First published in 1967, Gargoyles (Verstörung) is Austrian novelist and playwright Thomas Bernhard’s second novel. Even in his earliest novels, he had already begun to use the metaphors of physical and mental illness to explore the decay of his homeland. Gargoyles, a dark, broken bildungsroman, was the first of Bernhard’s novels to be translated and the first to gain him national recognition. Set in the haunting fairy-tale landscape of rural Austria, the narrator is a young man home from university who follows his father, a country doctor, on his rounds through the area surrounding a remote mountain gorge. Each patient they visit suffers from a different nightmarish ailment by which the father means to expose the boy—an idealistic student of science and rationality—to the ubiquity of sickness, brutality, and death. “It would be wrong to refuse to face the fact,” his father cautions him, “that everything is fundamentally sick and sad.” This unsentimental education in Bernhardian values culminates with a visit to Hochgobernitz castle and its owner, the mad Prince Saurau. There follows a hundred-page monologue by the prince about his own descent into madness and his fraught relationship with his own son, who is studying abroad. Bernhard shares with Kafka and Beckett the ability to extract more than utter gloom from his haunting landscape. While the external surface of life is unquestionably grim, he somehow suggests more – the mystic element in experience that calls for symbolic interpretation; the inner significance of states that are akin to surrealistic dream-worlds; man’s yearning for health, compassion, sanity. The book is a singular, surreal study of the nature of humanity.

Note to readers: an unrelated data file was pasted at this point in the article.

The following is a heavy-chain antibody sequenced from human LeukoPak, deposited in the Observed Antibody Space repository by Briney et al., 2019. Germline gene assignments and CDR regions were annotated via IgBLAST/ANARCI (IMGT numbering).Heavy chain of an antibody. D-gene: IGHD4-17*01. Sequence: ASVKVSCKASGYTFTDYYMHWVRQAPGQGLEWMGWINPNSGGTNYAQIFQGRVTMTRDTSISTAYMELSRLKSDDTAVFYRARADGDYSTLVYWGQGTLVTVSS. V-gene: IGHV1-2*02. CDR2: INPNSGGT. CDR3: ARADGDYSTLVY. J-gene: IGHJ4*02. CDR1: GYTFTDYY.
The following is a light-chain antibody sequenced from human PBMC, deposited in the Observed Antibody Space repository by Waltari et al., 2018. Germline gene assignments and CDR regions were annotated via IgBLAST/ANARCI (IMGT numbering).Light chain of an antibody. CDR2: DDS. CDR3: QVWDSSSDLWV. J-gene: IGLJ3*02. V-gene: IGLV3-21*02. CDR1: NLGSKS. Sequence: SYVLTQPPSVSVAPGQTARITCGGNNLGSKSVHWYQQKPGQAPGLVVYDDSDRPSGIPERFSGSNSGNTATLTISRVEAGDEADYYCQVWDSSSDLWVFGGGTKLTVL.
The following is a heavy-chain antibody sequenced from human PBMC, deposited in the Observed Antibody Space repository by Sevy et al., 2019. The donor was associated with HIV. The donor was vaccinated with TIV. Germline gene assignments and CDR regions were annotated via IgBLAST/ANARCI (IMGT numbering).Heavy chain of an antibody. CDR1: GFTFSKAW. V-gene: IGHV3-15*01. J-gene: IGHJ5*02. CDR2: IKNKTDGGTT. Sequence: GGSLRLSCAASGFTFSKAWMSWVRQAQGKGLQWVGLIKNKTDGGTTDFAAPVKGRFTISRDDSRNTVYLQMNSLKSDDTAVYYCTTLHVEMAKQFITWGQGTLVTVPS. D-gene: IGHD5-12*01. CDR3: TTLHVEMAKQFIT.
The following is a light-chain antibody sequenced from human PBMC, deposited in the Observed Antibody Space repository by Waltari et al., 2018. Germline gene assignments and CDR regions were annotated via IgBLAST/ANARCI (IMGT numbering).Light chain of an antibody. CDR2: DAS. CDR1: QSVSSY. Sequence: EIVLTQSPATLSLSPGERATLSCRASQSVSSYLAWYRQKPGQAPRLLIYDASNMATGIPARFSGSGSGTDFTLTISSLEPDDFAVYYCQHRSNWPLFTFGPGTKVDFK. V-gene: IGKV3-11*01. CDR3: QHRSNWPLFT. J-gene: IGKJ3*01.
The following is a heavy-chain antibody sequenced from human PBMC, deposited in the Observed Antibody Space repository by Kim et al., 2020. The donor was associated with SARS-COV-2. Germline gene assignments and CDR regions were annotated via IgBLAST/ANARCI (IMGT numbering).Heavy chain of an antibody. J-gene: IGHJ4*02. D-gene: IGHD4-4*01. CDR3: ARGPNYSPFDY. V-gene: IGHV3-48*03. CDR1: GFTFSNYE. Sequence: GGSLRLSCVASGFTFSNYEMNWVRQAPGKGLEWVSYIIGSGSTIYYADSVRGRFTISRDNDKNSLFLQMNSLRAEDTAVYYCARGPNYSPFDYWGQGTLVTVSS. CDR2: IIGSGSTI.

Published by The University of Chicago Press in 1986 and translated from the German by Richard and Clara Winston. Originally published as Verstorung in 1967.